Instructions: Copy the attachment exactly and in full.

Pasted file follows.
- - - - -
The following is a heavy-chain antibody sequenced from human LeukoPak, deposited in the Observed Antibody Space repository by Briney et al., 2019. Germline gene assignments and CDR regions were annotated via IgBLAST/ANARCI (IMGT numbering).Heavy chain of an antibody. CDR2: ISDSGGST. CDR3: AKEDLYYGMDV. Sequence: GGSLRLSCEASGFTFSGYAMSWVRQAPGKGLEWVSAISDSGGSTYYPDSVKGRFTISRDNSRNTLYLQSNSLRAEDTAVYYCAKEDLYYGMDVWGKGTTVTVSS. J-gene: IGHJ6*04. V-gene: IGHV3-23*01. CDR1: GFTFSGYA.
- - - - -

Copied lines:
The following is a heavy-chain antibody sequenced from human LeukoPak, deposited in the Observed Antibody Space repository by Briney et al., 2019. Germline gene assignments and CDR regions were annotated via IgBLAST/ANARCI (IMGT numbering).Heavy chain of an antibody. CDR2: ISDSGGST. CDR3: AKEDLYYGMDV. Sequence: GGSLRLSCEASGFTFSGYAMSWVRQAPGKGLEWVSAISDSGGSTYYPDSVKGRFTISRDNSRNTLYLQSNSLRAEDTAVYYCAKEDLYYGMDVWGKGTTVTVSS. J-gene: IGHJ6*04. V-gene: IGHV3-23*01. CDR1: GFTFSGYA.